CONCACAF finalizing plans to replace international friendlies

Matthias Hangst/Getty Images
0 Comments

CONCACAF is aiming to mimic Europe as the federation closes in on developing a “Nations League” of its own.

[ MORE: USMNT to face Venezuela, Ghana this summer ]

FIFA vice president and CONCACAF boss Victor Montagliani has revealed to Reuters his plans to eliminate international friendlies from the North American region and effectively replace it with a competition that features all 41 nations from North and Central America as well as the Caribbean.

[ MORE: MLS Power Rankings — Week 5 ]

“There has been overwhelming acceptance that it is a great idea and the way we need to go,” Montagliani said. “There are a few formats that we have looked at, and we have had various members coming back with ideas. We have a format that we have landed on and we will show it to our members first.”

An official decision could come Saturday when CONCACAF meets in Aruba to discuss the proposed matter and other topics.

UEFA is preparing to debut its Nations League in 2018, with all European countries involved in the competition during the international windows.

While the USMNT and other big CONCACAF nations like Mexico and Costa Rica have become accustomed to facing top-quality competition during the international window, that would all change with Montagliani’s proposal.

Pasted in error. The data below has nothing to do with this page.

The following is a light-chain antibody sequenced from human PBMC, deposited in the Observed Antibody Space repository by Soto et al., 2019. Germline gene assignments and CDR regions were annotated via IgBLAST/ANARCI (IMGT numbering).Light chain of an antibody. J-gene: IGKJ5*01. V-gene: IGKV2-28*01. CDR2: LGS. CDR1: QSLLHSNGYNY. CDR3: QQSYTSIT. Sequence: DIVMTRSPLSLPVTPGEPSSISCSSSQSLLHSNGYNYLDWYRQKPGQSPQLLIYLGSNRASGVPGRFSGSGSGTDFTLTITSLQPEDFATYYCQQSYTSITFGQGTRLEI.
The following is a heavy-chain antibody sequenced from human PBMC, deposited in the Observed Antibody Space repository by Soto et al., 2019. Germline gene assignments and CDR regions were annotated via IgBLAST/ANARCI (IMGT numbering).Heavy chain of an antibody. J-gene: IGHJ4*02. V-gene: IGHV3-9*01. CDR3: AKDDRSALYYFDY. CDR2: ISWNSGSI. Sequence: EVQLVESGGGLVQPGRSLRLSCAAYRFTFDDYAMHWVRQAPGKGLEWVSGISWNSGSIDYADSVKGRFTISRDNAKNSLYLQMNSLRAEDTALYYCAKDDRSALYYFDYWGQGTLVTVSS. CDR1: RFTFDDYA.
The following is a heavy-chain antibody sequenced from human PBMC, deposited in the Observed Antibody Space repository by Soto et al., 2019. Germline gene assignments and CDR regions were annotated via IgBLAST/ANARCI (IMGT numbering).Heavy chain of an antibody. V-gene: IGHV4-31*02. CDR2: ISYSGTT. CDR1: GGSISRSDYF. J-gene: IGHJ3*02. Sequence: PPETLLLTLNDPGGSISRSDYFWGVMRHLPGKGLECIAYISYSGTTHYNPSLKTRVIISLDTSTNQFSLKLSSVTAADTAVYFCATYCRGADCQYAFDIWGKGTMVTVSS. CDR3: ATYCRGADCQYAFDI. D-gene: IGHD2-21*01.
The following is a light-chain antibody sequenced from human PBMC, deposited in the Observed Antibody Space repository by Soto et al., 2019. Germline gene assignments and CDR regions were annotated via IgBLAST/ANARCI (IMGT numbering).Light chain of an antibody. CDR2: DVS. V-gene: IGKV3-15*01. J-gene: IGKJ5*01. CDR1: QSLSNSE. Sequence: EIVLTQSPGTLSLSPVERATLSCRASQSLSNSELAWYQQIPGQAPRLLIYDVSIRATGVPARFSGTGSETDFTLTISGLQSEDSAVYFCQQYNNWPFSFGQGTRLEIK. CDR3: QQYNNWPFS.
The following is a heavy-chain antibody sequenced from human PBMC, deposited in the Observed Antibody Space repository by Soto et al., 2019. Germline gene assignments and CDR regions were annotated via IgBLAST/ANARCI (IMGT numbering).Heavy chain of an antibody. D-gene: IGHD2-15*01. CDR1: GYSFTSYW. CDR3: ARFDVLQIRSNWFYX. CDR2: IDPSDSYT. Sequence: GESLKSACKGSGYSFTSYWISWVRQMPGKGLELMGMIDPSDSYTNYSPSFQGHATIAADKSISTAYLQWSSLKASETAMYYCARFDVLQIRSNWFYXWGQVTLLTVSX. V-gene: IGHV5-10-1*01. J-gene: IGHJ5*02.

The U.S. has previously taken on top teams like Brazil and Germany during the international break, however, the new tournament would give the Americans nontraditional sides.

“With Europe changing to the Nations League, it is going to get harder to get friendlies,” Montagliani said.

Montagliani doesn’t believe that the switch will affect CONCACAF’s big nations though, and in fact says that it could actually help the region as smaller teams develop.

“The truth of the matter is that a lot of the friendlies our nations play, including the bigger nations, are a waste of time,” Montagliani said. “Let’s be honest: A lot of them are not quality. You are better off playing a game that actually means something against an opponent, that on paper anyway, may not be as good.

“We need to develop our own competition in our region to make everybody better,” he continued. “And then you need to do it at club level as well, to raise the standards of our professional leagues and the clubs in them.

“This is the only way that our countries will get better. It’s not about playing friendlies against England.”